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Biotin: You May Want to Think Twice About Taking This Beauty Supplement

BIOTINBiotin is known as the hair, nail, and skin vitamin. Many claim that it’s responsible for longer and healthier hair, but dermatologists aren’t so sure. Read on to see why you should think twice before trying this so-called “beauty vitamin.”

What is Biotin?

“Biotin is B complex vitamins (also known as vitamin H) which are important in metabolism; helping your body to process energy and transporting carbon dioxide from your body’s cells,” says board-certified dermatologist Dr. Susan Stuart.

It’s also known as the “beauty pill” that claims to increase hair and nail growth rate and strength. But these claims are untested and unsupported by hard evidence. Maybe these rumored results have some validity: “Biotin is most effective in treating biotin deficiency, which may result in brittle nails and hair loss,” explains Dr. Susan Stuart. However, you can treat biotin deficiency by simply including more biotin-rich foods in your diet or by taking a biotin vitamin to reverse the deficiency symptoms.

Outside of treating biotin deficiency, the fact is that dermatologists aren’t exactly clear how it impacts hair and nail growth. According to board-certified dermatologist Dr. Adrianna Jackson, “There has been no randomized clinical trials proving efficacy of biotin. In fact, 80-90% of the hair loss patients I see are already taking it [with no results].”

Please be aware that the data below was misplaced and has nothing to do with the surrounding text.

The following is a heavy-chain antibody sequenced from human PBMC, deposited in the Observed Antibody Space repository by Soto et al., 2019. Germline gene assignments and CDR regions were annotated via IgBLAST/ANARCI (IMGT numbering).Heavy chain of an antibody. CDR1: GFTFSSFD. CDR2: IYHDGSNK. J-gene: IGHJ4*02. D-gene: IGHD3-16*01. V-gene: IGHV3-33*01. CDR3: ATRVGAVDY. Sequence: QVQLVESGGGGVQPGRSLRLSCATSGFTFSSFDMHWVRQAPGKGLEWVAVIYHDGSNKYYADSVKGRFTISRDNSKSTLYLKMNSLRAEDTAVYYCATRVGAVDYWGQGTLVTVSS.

Not only are medical professionals unsure of how biotin affects the human body, they’re also unsure of the maximum dosage. Biotin overdose is rare, but on the flip side, no one can really say what a biotin overdose would look like. There are possible signs of overdosage that I will mention later.

The daily recommended dosage of biotin is 2.5 mg, according to Dr. Richard Scher, and the adequate intake (AI) is 30 mcg for adults over 18.

Many biotin pills contain much higher dosages of 5000 mcg or 1000 mcg. In most cases, the average person doesn’t need that much, nor is it recommended. Because of these high dosages, it’s important to consult your doctor before taking biotin — or any supplement for that matter, with the exception of a daily multivitamin.

If you’re taking biotin, Dr. Stuart suggests looking out for these possible signs of biotin overdose: slower release of insulin, skin rashes, lower vitamin C and B6 levels, and high blood sugar levels.

Biotin should be reserved for those with a biotin imbalance. Any deficiency should be diagnosed by a physician. If you’re interested in taking biotin, many multivitamins offer the recommended daily dose, in addition to other B-complex vitamins. But biotin is most easily found in a balanced diet rich in whole grains and proteins.

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